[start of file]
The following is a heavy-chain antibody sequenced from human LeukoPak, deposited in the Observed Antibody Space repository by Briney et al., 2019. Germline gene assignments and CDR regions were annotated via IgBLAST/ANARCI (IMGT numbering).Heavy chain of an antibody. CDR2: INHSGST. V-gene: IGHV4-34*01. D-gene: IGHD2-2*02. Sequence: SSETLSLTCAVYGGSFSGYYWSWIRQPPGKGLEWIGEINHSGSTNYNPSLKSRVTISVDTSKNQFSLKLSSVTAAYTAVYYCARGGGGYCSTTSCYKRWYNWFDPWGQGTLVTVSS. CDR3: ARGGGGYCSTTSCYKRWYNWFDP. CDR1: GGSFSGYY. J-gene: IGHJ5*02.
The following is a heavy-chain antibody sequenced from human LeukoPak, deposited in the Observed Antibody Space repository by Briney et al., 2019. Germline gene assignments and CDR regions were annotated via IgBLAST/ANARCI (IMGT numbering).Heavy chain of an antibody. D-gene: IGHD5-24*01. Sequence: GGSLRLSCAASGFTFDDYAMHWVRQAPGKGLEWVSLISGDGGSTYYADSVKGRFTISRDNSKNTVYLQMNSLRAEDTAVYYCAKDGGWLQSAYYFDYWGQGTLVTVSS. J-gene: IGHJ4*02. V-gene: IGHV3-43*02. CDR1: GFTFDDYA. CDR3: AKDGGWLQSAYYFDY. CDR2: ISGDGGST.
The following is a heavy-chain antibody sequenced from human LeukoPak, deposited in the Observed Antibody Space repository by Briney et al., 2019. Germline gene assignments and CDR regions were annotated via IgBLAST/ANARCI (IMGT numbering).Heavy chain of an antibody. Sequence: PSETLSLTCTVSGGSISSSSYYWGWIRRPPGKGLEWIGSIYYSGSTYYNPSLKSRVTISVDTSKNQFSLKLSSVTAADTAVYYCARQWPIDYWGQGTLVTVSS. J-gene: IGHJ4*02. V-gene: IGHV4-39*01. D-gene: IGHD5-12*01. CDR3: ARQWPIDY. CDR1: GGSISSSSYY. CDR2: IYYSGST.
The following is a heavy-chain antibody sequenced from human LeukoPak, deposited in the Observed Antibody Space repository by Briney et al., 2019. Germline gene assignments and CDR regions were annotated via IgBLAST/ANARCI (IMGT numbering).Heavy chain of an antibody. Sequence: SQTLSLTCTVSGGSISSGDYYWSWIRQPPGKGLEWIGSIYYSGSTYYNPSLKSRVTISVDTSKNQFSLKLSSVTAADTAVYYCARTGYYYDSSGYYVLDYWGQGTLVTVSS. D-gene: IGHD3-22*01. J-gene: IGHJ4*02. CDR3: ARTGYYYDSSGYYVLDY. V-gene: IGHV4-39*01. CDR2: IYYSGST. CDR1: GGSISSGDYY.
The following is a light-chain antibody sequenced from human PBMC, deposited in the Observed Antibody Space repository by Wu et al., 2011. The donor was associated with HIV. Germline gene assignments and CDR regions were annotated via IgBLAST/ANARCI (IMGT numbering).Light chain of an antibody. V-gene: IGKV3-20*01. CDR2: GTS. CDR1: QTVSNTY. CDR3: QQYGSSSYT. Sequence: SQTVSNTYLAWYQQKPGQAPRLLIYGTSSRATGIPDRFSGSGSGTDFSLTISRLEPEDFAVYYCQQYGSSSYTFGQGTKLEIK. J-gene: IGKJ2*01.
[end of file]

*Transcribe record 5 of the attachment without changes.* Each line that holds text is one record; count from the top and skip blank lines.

The following is a light-chain antibody sequenced from human PBMC, deposited in the Observed Antibody Space repository by Wu et al., 2011. The donor was associated with HIV. Germline gene assignments and CDR regions were annotated via IgBLAST/ANARCI (IMGT numbering).Light chain of an antibody. V-gene: IGKV3-20*01. CDR2: GTS. CDR1: QTVSNTY. CDR3: QQYGSSSYT. Sequence: SQTVSNTYLAWYQQKPGQAPRLLIYGTSSRATGIPDRFSGSGSGTDFSLTISRLEPEDFAVYYCQQYGSSSYTFGQGTKLEIK. J-gene: IGKJ2*01.